Don’t believe us? Thank diet culture for that. Remember that your body doesn’t have an “open” and “close” time - it’s okay to eat past 8 PM, we promise. It’s not easy to go to bed hungry, and research has actually shown that a small balanced snack before bed can raise serotonin and melatonin, which help us sleep.
What to do in the morning:
Sometimes, no matter how well you sleep, waking up often feels impossible. Creating a routine around those morning hours can change your entire day, and help you wake up easier without that foggy “5 more minutes” feeling.
Though it may feel like the right thing at the time, snoozing your alarm actually makes you even groggier. Try to set your alarm for a reasonable time (per your bedtime schedule) so you’re not trying to wake up at an unreasonable hour. Place your alarm somewhere across the room, so you have to get out of bed to turn it off. Then, you’re up!
Open the curtains
Sunshine really does cure all, doesn’t it? Natural morning light is shown to brighten your spirits AND help you wake up more naturally and quickly.
Don’t open your phone first
Yes, it’s tempting to see what everyone posted on Instagram last night, but it definitely won’t help you wake up, and depending on what you see, it may start your day off on a down note. If you can, try to start your day with some movement. Stretch for 5 minutes, walk the dog around the block, or do a few jumping jacks to get your blood pumping. Joyful movement can be a great way to start the morning!
Drink a full glass of water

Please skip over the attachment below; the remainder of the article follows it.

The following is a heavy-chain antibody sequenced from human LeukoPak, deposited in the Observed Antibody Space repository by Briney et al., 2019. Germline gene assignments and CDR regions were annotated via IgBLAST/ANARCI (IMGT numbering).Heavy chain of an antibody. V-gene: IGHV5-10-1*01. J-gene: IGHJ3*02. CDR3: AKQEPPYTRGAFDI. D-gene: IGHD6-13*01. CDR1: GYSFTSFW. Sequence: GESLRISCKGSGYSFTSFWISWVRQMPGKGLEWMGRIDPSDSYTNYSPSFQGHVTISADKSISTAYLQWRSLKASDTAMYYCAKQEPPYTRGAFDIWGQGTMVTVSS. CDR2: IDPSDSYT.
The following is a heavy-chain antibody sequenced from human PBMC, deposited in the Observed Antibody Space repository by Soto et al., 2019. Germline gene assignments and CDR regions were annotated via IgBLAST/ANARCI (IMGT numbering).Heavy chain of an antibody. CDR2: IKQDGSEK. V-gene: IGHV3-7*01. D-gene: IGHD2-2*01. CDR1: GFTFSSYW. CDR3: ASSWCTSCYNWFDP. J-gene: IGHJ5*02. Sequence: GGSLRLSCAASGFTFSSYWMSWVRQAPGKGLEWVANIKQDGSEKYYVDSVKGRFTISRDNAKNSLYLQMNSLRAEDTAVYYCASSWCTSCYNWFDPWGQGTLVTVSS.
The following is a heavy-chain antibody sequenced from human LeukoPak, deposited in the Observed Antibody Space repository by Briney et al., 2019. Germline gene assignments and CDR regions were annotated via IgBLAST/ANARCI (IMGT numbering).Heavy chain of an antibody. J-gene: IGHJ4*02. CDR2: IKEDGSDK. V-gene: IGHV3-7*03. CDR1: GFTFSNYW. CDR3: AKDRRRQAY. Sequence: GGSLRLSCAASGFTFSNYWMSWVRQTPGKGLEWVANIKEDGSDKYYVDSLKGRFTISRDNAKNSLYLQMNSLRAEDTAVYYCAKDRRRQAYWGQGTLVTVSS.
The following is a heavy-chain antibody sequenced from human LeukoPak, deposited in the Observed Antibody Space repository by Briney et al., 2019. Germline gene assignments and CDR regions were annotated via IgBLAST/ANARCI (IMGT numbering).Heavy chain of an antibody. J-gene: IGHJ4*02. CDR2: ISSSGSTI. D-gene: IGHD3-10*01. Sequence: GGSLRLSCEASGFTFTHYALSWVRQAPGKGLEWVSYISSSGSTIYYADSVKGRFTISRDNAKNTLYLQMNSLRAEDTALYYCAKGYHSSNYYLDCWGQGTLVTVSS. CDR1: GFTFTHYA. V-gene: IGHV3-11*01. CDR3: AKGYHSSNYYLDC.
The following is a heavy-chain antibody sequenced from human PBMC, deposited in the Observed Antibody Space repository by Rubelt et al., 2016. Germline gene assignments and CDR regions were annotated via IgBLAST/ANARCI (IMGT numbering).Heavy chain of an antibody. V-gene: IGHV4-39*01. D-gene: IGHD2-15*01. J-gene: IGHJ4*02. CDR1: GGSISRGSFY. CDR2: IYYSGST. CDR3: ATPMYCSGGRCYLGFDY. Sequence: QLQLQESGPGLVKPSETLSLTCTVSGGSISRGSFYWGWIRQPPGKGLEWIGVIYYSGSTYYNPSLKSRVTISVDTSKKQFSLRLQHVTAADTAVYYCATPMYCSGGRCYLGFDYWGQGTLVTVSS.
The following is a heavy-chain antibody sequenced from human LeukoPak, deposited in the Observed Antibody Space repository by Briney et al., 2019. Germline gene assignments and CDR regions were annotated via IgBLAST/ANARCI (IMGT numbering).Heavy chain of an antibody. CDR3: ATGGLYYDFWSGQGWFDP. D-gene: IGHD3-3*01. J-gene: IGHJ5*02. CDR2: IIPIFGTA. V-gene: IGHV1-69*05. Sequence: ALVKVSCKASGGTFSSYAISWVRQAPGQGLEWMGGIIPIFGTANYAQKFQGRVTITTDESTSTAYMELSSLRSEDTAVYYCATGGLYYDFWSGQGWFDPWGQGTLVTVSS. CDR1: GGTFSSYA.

After 8 hours of no hydration, your body is likely dehydrated. Instead of jumping head first into coffee, down a big glass of water. It’ll help start up your digestive system and re-hydrate you. Then, of course, feel free to grab that cup of coffee!
Take a few minutes for yourself
This might be meditation, mindful movement (shake it out!), journaling, or even writing your to-do list. Before you jump into your busy day, focus on YOU for a few minutes, in whatever way feels best.
While we believe all meals and snacks are equally important to keep you fueled throughout the day, breakfast really does help with energy and allows you to function and focus! Especially as you navigate healing your relationship with food, hunger and fullness cues may not be an accurate signal for meal times yet. Starting your day with some structure can be helpful to ensure that you are eating consistently throughout the day and providing your body with adequate fuel.
Remember, building a sleep routine to improve self care will help in any step of eating disorder recovery. You deserve adequate rest and recovery and establishing a routine may help you fall into a helpful pattern that feels good for you. Sleep as self care is a basic essential you need to make sure you can function properly and live your fullest life (very similar to adequate intake daily).
If you’re finding it difficult to meet these needs, we encourage you to ask yourself why. Let us know how we can support you in adding more self care into your life by contacting our office or by exploring our services.